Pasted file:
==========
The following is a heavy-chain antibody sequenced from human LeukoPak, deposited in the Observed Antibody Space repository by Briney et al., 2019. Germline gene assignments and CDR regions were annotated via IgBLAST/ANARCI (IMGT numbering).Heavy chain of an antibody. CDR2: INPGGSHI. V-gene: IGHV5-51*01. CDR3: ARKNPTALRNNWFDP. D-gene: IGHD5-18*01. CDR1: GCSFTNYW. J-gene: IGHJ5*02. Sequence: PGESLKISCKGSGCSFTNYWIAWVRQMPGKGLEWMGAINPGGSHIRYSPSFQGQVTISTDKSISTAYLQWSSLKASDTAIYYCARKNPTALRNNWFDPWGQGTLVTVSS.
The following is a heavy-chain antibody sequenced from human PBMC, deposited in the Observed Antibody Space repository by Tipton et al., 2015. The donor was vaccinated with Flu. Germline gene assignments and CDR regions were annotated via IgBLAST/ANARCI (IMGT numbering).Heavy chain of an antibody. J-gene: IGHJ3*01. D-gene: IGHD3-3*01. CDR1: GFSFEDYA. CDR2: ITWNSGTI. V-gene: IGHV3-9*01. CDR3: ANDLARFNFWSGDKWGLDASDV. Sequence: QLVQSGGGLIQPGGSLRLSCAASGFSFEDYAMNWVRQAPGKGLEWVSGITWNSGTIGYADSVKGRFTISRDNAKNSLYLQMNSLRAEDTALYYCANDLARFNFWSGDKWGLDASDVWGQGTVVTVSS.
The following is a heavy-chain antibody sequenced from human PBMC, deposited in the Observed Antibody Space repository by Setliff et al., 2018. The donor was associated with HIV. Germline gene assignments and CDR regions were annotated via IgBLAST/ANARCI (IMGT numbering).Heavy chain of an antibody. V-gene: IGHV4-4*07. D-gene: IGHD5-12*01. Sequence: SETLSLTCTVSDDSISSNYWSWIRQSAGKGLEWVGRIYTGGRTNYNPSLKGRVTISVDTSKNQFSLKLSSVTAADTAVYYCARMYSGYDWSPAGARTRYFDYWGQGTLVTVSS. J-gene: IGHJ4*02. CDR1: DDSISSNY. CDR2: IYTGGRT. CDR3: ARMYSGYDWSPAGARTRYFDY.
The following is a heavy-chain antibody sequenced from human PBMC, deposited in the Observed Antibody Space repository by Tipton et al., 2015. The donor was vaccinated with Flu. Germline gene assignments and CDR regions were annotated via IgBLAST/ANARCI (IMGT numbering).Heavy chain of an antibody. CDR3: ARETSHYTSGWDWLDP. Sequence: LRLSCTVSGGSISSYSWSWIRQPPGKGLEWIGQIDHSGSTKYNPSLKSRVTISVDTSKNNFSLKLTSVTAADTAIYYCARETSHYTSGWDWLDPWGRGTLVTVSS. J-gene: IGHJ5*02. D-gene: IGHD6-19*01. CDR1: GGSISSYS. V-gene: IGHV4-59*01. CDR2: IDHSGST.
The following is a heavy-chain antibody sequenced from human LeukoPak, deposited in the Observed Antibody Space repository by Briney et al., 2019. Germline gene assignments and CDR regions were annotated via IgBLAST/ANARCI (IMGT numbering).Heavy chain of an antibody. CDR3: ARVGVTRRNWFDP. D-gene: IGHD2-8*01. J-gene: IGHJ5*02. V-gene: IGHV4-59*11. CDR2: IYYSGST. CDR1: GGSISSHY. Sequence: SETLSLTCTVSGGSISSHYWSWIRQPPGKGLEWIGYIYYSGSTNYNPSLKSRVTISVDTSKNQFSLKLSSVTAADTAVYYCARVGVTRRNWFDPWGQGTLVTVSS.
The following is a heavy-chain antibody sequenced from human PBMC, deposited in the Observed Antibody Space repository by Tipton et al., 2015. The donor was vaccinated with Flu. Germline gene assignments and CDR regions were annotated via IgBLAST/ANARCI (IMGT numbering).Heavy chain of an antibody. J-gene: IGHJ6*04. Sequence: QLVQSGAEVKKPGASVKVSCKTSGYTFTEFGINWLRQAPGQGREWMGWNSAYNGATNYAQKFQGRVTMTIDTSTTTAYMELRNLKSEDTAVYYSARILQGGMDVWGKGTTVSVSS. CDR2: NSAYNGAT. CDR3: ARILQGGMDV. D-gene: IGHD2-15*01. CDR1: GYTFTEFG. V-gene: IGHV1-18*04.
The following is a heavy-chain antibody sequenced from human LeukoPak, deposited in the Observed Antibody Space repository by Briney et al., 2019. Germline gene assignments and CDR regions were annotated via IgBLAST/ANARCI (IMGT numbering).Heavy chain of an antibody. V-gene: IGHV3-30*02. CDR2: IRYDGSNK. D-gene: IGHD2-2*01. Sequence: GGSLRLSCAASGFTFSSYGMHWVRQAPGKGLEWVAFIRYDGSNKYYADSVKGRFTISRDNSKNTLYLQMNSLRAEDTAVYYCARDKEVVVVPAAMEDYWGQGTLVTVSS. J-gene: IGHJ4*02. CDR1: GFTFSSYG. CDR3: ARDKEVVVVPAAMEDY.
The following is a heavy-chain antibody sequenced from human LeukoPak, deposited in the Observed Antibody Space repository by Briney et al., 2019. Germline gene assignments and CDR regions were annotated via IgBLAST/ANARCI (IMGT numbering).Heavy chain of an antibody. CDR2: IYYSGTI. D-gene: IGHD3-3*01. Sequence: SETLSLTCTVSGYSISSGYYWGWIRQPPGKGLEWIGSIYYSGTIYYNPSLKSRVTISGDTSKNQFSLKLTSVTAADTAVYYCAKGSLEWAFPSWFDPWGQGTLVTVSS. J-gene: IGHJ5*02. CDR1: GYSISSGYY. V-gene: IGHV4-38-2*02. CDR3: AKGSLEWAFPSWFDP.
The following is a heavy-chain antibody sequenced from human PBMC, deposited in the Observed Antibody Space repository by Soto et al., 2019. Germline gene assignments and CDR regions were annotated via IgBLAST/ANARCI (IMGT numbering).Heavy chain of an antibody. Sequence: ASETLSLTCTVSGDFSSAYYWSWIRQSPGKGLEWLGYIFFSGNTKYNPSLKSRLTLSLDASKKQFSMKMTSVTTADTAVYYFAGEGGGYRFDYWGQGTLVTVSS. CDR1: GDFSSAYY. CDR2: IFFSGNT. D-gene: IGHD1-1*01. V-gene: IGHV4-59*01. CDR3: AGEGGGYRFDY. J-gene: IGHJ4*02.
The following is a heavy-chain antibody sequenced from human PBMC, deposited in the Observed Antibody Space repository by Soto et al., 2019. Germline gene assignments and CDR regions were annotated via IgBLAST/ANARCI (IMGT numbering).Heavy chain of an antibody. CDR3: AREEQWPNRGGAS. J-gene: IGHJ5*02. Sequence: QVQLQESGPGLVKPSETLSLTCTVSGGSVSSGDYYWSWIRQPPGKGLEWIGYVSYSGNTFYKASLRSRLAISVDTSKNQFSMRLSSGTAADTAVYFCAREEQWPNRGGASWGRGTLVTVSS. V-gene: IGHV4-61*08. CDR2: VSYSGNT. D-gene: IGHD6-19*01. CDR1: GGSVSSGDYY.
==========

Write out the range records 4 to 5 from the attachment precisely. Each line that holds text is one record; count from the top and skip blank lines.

The following is a heavy-chain antibody sequenced from human PBMC, deposited in the Observed Antibody Space repository by Tipton et al., 2015. The donor was vaccinated with Flu. Germline gene assignments and CDR regions were annotated via IgBLAST/ANARCI (IMGT numbering).Heavy chain of an antibody. CDR3: ARETSHYTSGWDWLDP. Sequence: LRLSCTVSGGSISSYSWSWIRQPPGKGLEWIGQIDHSGSTKYNPSLKSRVTISVDTSKNNFSLKLTSVTAADTAIYYCARETSHYTSGWDWLDPWGRGTLVTVSS. J-gene: IGHJ5*02. D-gene: IGHD6-19*01. CDR1: GGSISSYS. V-gene: IGHV4-59*01. CDR2: IDHSGST.
The following is a heavy-chain antibody sequenced from human LeukoPak, deposited in the Observed Antibody Space repository by Briney et al., 2019. Germline gene assignments and CDR regions were annotated via IgBLAST/ANARCI (IMGT numbering).Heavy chain of an antibody. CDR3: ARVGVTRRNWFDP. D-gene: IGHD2-8*01. J-gene: IGHJ5*02. V-gene: IGHV4-59*11. CDR2: IYYSGST. CDR1: GGSISSHY. Sequence: SETLSLTCTVSGGSISSHYWSWIRQPPGKGLEWIGYIYYSGSTNYNPSLKSRVTISVDTSKNQFSLKLSSVTAADTAVYYCARVGVTRRNWFDPWGQGTLVTVSS.